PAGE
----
Chronic diarrhea was linked with a higher risk of developing rheumatoid arthritis (RA), especially among ever-smokers, in a French cohort of more than 65,000 women.
The prospective cohort was part of a cancer and nutrition study that began in 1990. During the study, participants answered questionnaires about their lifestyle and health. The third questionnaire, mailed in 1993, assessed gastrointestinal (GI) disorders.
A total of 530 validated incident cases of RA among 65,424 women occurred after a mean 11.7 years after study baseline, the researchers reported.
Compared with not having a GI disorder, having chronic diarrhea was associated with an increased risk of subsequent RA independent of dysthyroidism or dietary habits. The study reported a hazard ratio of 1.7 (95% confidence interval [CI] 1.13, 2.58). Among women identified as ever-smokers, the hazard ratio was even higher: 2.21 (95% CI 1.32, 3.70).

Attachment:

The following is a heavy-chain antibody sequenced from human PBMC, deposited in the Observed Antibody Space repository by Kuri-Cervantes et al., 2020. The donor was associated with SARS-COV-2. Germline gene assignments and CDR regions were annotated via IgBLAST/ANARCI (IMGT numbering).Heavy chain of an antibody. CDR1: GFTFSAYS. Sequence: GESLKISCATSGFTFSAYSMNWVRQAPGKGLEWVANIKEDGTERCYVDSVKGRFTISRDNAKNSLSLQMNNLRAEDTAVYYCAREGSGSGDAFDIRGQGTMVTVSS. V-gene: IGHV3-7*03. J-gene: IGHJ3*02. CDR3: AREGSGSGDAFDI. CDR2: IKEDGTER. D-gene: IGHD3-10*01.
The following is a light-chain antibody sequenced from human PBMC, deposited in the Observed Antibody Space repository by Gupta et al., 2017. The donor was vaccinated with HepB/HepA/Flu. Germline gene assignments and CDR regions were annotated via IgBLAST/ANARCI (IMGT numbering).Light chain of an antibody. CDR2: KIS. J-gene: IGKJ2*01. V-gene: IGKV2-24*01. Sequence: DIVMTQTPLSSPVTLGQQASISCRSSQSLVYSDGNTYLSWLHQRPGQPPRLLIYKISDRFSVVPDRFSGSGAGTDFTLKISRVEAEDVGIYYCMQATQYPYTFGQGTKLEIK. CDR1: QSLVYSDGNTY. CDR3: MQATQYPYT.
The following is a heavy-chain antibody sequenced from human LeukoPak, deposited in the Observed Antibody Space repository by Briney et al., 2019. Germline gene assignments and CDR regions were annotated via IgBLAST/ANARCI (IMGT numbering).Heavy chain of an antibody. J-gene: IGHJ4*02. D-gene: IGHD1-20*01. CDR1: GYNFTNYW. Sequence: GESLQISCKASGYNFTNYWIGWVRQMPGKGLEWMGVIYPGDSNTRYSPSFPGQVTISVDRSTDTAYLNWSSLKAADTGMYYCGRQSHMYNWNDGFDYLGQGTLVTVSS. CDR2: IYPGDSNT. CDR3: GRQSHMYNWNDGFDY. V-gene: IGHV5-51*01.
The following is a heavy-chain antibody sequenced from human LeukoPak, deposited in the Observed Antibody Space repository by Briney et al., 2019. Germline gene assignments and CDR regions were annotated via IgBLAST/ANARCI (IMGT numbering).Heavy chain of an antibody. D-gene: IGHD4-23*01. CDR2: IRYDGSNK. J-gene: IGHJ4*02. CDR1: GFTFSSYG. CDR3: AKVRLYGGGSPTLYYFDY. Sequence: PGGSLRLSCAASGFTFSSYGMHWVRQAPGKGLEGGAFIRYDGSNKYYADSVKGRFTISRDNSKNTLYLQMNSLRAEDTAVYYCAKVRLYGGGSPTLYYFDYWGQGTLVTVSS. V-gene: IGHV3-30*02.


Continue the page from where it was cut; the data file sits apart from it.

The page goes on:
The study found no link between constipation, or alternating diarrhea and constipation, with a heightened risk of RA development.
“These data fit with the mucosal origin hypothesis of rheumatoid arthritis, where interaction between intestinal dysbiosis and smoking could occur at an early stage to promote emergence of autoimmunity, followed years later by clinical disease,” the researchers wrote.
Nguyen Y, Mariette X, Salliot C, Gusto G, Boutron-Ruault MC, Seror R. Chronic diarrhoea and risk of rheumatoid arthritis: findings from the French E3N-EPIC Cohort Study. Rheumatology. 2020;59(12):3767-3775. doi:10.1093/rheumatology/keaa133